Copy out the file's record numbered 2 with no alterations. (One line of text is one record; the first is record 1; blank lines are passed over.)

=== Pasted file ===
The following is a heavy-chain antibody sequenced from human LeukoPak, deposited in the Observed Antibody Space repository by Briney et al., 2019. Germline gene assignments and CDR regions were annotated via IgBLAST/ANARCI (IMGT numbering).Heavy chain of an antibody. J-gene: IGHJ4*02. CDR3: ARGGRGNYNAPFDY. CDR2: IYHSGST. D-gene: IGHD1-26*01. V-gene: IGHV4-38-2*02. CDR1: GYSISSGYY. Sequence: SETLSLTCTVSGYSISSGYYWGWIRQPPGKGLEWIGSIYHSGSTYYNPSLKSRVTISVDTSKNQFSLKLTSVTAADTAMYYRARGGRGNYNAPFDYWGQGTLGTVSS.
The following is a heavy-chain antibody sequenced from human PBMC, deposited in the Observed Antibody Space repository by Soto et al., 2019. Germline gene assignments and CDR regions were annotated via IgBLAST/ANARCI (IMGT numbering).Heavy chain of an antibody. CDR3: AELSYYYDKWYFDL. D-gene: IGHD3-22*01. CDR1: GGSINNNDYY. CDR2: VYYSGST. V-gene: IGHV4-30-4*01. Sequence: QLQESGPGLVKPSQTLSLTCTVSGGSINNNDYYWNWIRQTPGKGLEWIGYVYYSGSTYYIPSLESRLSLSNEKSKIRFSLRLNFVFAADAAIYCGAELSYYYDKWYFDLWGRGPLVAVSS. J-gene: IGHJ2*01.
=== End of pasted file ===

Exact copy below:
The following is a heavy-chain antibody sequenced from human PBMC, deposited in the Observed Antibody Space repository by Soto et al., 2019. Germline gene assignments and CDR regions were annotated via IgBLAST/ANARCI (IMGT numbering).Heavy chain of an antibody. CDR3: AELSYYYDKWYFDL. D-gene: IGHD3-22*01. CDR1: GGSINNNDYY. CDR2: VYYSGST. V-gene: IGHV4-30-4*01. Sequence: QLQESGPGLVKPSQTLSLTCTVSGGSINNNDYYWNWIRQTPGKGLEWIGYVYYSGSTYYIPSLESRLSLSNEKSKIRFSLRLNFVFAADAAIYCGAELSYYYDKWYFDLWGRGPLVAVSS. J-gene: IGHJ2*01.